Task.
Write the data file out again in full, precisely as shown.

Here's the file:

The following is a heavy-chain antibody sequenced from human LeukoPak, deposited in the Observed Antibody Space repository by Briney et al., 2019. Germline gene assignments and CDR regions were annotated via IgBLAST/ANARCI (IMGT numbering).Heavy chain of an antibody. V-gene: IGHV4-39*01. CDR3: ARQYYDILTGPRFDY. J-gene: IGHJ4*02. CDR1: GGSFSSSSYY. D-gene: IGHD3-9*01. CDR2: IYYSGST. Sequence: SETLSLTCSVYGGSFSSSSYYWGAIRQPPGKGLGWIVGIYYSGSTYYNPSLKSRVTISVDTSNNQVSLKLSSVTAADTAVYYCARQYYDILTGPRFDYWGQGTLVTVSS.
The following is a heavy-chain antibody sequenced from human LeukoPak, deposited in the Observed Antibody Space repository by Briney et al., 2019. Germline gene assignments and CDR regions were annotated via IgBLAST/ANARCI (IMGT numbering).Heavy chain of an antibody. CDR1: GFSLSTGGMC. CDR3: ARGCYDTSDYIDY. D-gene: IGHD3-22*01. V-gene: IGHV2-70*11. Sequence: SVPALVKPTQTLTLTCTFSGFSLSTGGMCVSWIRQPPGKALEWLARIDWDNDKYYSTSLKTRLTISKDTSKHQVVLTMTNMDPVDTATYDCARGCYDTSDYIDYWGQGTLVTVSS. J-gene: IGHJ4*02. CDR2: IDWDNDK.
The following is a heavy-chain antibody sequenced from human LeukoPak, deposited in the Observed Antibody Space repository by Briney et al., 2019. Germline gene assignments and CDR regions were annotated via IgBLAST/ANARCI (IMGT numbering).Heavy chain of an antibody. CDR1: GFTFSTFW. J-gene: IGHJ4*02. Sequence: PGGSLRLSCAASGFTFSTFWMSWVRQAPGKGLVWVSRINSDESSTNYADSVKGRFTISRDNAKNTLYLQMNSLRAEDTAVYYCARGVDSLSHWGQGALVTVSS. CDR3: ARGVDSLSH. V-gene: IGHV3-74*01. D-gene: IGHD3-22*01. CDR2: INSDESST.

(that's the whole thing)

The following is a heavy-chain antibody sequenced from human LeukoPak, deposited in the Observed Antibody Space repository by Briney et al., 2019. Germline gene assignments and CDR regions were annotated via IgBLAST/ANARCI (IMGT numbering).Heavy chain of an antibody. V-gene: IGHV4-39*01. CDR3: ARQYYDILTGPRFDY. J-gene: IGHJ4*02. CDR1: GGSFSSSSYY. D-gene: IGHD3-9*01. CDR2: IYYSGST. Sequence: SETLSLTCSVYGGSFSSSSYYWGAIRQPPGKGLGWIVGIYYSGSTYYNPSLKSRVTISVDTSNNQVSLKLSSVTAADTAVYYCARQYYDILTGPRFDYWGQGTLVTVSS.
The following is a heavy-chain antibody sequenced from human LeukoPak, deposited in the Observed Antibody Space repository by Briney et al., 2019. Germline gene assignments and CDR regions were annotated via IgBLAST/ANARCI (IMGT numbering).Heavy chain of an antibody. CDR1: GFSLSTGGMC. CDR3: ARGCYDTSDYIDY. D-gene: IGHD3-22*01. V-gene: IGHV2-70*11. Sequence: SVPALVKPTQTLTLTCTFSGFSLSTGGMCVSWIRQPPGKALEWLARIDWDNDKYYSTSLKTRLTISKDTSKHQVVLTMTNMDPVDTATYDCARGCYDTSDYIDYWGQGTLVTVSS. J-gene: IGHJ4*02. CDR2: IDWDNDK.
The following is a heavy-chain antibody sequenced from human LeukoPak, deposited in the Observed Antibody Space repository by Briney et al., 2019. Germline gene assignments and CDR regions were annotated via IgBLAST/ANARCI (IMGT numbering).Heavy chain of an antibody. CDR1: GFTFSTFW. J-gene: IGHJ4*02. Sequence: PGGSLRLSCAASGFTFSTFWMSWVRQAPGKGLVWVSRINSDESSTNYADSVKGRFTISRDNAKNTLYLQMNSLRAEDTAVYYCARGVDSLSHWGQGALVTVSS. CDR3: ARGVDSLSH. V-gene: IGHV3-74*01. D-gene: IGHD3-22*01. CDR2: INSDESST.